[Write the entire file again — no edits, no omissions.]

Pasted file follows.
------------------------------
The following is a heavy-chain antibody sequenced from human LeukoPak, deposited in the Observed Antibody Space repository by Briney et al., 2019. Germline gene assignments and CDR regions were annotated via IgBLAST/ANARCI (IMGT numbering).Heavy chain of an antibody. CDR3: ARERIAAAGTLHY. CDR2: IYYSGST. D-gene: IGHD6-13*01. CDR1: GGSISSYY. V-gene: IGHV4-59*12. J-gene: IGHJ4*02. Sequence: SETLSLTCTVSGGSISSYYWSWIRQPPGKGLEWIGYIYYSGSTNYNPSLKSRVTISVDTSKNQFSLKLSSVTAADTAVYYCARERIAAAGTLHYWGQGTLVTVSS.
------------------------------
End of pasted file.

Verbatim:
The following is a heavy-chain antibody sequenced from human LeukoPak, deposited in the Observed Antibody Space repository by Briney et al., 2019. Germline gene assignments and CDR regions were annotated via IgBLAST/ANARCI (IMGT numbering).Heavy chain of an antibody. CDR3: ARERIAAAGTLHY. CDR2: IYYSGST. D-gene: IGHD6-13*01. CDR1: GGSISSYY. V-gene: IGHV4-59*12. J-gene: IGHJ4*02. Sequence: SETLSLTCTVSGGSISSYYWSWIRQPPGKGLEWIGYIYYSGSTNYNPSLKSRVTISVDTSKNQFSLKLSSVTAADTAVYYCARERIAAAGTLHYWGQGTLVTVSS.